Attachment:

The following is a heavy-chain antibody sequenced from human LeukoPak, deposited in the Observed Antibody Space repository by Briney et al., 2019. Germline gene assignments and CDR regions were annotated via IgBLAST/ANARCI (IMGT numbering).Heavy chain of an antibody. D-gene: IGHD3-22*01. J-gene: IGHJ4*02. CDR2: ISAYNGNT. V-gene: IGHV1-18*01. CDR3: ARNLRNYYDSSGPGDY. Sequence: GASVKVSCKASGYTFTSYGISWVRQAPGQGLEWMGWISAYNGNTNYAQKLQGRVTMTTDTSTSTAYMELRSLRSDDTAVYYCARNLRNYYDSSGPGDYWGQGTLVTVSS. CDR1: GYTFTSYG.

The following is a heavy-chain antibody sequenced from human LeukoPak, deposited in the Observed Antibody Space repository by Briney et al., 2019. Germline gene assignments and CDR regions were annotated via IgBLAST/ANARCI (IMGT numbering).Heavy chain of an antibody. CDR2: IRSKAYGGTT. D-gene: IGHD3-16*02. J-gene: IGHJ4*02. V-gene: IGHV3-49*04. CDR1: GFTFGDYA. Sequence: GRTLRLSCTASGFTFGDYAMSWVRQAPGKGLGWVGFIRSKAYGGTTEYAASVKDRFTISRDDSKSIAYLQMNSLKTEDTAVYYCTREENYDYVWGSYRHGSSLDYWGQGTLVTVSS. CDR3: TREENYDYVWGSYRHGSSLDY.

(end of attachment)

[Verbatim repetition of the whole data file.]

The following is a heavy-chain antibody sequenced from human LeukoPak, deposited in the Observed Antibody Space repository by Briney et al., 2019. Germline gene assignments and CDR regions were annotated via IgBLAST/ANARCI (IMGT numbering).Heavy chain of an antibody. D-gene: IGHD3-22*01. J-gene: IGHJ4*02. CDR2: ISAYNGNT. V-gene: IGHV1-18*01. CDR3: ARNLRNYYDSSGPGDY. Sequence: GASVKVSCKASGYTFTSYGISWVRQAPGQGLEWMGWISAYNGNTNYAQKLQGRVTMTTDTSTSTAYMELRSLRSDDTAVYYCARNLRNYYDSSGPGDYWGQGTLVTVSS. CDR1: GYTFTSYG.

The following is a heavy-chain antibody sequenced from human LeukoPak, deposited in the Observed Antibody Space repository by Briney et al., 2019. Germline gene assignments and CDR regions were annotated via IgBLAST/ANARCI (IMGT numbering).Heavy chain of an antibody. CDR2: IRSKAYGGTT. D-gene: IGHD3-16*02. J-gene: IGHJ4*02. V-gene: IGHV3-49*04. CDR1: GFTFGDYA. Sequence: GRTLRLSCTASGFTFGDYAMSWVRQAPGKGLGWVGFIRSKAYGGTTEYAASVKDRFTISRDDSKSIAYLQMNSLKTEDTAVYYCTREENYDYVWGSYRHGSSLDYWGQGTLVTVSS. CDR3: TREENYDYVWGSYRHGSSLDY.